Chapters 3 & 4: “The Order of Things” and “Nietzsche, Genealogy, History” by Michel Foucault
In chapter 3 (“The Order of Things”) Foucault is being interviewed. Raymond Bellours talks to him about his two most well-known books- The Order of Things and Madness & Civilization. The point of the interview is to ascertain the nature of Foucault’s concept of archaeology as well as the content of the books themselves. Short and highly insightful the chapter serves as a good starting point for the following chapter.
But returning specifically to the interview, Bellours asks how ‘The Order of Things’ is related to “Madness & Civilization”. Foucault answers that the latter deals exclusively with division and the certain breaks which any society eventually finds itself to make. He explains that the former, meanwhile, is the opposite: it is the history of resembelnces and how the differences between variances may be “mastered, organized into networks, [and] sketched out according to rational schemes. (67)” Launching from this point Bellours then asks why the term ‘archaeology’ again appears within several of Foucault’s books; the response given is that Foucault considers this term to be a ‘domain of research’ which constitutes “different bodies of learning, philosophical ideas, everyday opinions, but also institutions, commercial practices, and police activities, mores- (67)” Why does he consider this a research method? Primarily because he believes that “knowledge is profoundly different from bodies of learning” but it is a related insofar as he says “it is what makes possible at a given moment the appearance of a theory, opinion, or practice.” So in this sense order and chaos must be contrasted in order to understand the societal roots of deeper discourses unlikely to be discovered through a mere exploration of theory and how it relates to practice. This way a theorist is able to read texts which may, or may not, appear, on the surface, to have much to do about a specific topic but that once seen on a wider level, how it relates to wider thought formation and practice, the insights gleamed are far more relevant than they once appeared. Foucault calls this the subsoil and the ability to finds divergent meanings in this subsoil, a fault-line (68). That history should be approached with the contemporary in mind and proceed backwards, that to examine history properly is to examine “all that contains thought”, ergo, culture, the subsoil which he spoke.
Foucault, in chapter 4, has a problem with history; both the past and the present. In fact, his issue stems from a temporal-historical disturbance, that of people assigning fictional value to their preceding materialisms. Said another way he is upset over people “proving” that historical period X operated along historical rationale Y. This is like saying Count Dracula was actually the cookie monster since both had a certain affinity for overindulgence. Unlike the cookie monster, however, Foucault’s thesis is far more sophisticated than mindless crunching.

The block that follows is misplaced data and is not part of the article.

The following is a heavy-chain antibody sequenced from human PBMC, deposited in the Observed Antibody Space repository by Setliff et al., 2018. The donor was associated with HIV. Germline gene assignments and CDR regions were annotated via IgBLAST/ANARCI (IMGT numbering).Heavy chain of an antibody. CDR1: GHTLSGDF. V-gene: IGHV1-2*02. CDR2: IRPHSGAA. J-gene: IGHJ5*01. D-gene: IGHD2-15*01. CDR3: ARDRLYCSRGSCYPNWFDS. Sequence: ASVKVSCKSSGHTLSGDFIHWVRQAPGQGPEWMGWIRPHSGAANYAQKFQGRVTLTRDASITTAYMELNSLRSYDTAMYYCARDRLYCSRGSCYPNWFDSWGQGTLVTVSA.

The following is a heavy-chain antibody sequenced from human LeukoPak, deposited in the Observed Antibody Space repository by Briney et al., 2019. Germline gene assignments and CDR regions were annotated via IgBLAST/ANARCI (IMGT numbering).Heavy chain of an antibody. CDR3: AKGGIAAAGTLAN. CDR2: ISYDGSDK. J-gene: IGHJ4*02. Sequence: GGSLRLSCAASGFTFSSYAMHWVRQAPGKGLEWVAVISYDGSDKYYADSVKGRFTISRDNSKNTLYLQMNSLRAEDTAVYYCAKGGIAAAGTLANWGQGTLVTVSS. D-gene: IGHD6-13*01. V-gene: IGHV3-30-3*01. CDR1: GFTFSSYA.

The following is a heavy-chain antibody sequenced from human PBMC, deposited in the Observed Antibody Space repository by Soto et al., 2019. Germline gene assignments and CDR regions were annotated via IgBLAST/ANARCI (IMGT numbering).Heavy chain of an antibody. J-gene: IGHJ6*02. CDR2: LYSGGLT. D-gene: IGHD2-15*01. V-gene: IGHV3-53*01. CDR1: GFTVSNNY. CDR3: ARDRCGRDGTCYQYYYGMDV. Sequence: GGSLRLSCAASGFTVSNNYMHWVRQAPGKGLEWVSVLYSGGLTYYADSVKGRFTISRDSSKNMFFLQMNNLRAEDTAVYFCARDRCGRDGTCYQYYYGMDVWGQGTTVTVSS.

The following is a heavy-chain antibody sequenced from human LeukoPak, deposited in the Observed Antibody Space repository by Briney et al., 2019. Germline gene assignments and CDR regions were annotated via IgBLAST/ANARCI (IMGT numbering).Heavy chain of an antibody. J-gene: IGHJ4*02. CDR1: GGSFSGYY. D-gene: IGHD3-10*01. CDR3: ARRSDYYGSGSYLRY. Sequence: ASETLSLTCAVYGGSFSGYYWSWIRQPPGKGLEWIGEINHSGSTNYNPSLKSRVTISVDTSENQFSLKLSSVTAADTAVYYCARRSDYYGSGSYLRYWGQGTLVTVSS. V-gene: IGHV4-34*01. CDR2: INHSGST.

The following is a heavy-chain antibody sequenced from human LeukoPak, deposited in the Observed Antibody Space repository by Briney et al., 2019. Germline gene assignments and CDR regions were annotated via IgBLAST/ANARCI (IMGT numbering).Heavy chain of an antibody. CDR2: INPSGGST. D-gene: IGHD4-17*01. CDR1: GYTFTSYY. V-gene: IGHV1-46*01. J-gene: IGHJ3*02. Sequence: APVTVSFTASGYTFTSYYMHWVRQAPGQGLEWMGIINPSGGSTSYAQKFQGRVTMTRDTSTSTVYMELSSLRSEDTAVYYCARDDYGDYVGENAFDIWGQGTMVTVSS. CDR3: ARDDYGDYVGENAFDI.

Describing the purpose of what he calls “genealogy”, Foucault utilizes Nietzsche as his inspiration. Coinciding his works with a critique and expansion of his forbearer’s theories, Foucault sets up an understanding of genealogy which “must record the singularity of events outside monotonous finality. (72)” So needless to say it opposes the grand narrative of origin and the pipe dream of locating such a concept as the universal leveler of human value. Disparity thus serves as the inviolable non-identity emergent of any concept’s origins. Truth, therefore, cannot be discovered nor refuted as it is long in the making and dependent on the flow of time to coalesce in its various manifestations.
This impersonal flux is what transports us what Foucault calls ‘the descent.’ This concept has a double function- in both its analysis and search; the former stresses the ‘disassociation of the me’ while the latter disturbs seemingly immutable foundations (75-6). Each serve to imprint truth being nothing more than the ‘exteriority of accidents’; those previous events which have riddled upon the body its many errors, sensations, and victories. In this way Foucault also says that genealogy is also seeking to “…reestablish the various systems of subjection… the hazardous play of domination (77)”. This play of dominations is endlessly repeated in various incarnates throughout history; each emerging with its own forces under a space separate, yet connected, to the proceeding and coming. As Foucault posits: “The isolation of different points of emergence does not conform to the successive configurations of an identical meaning; which constitutes, in effect, a violent dialectical struggle (interpretations) becoming the body of human development. For this reason Foucault opposes the suprahistorical perspective of time and history as totality, something synthesized from afar so as to conform to a standard.
Such a theory is why Effective History becomes Foucault’s primary method of examining history: because effective history “studies what is closest, but in an abrupt dispossession, so as to seize it at a distance. So the reverse is true: you start from those nearest to you-body, disease, conflict- and proceed from the basis of the multitude of understandings of how (knowledge) you came to know the present. It is at this point which we understand Foucault’s ambivalence towards historians since they proceed from a totalizing discourse starting at history’s “origin” and proceeding to construct along their contemporary path, as opposed to the reverse; to Foucault this outlook materializes as a ‘counter-memory’- “a transformation of history into a totally different form of time. (83)” And so we are linked back to the dissipation of identity as the means to discovery the value of history.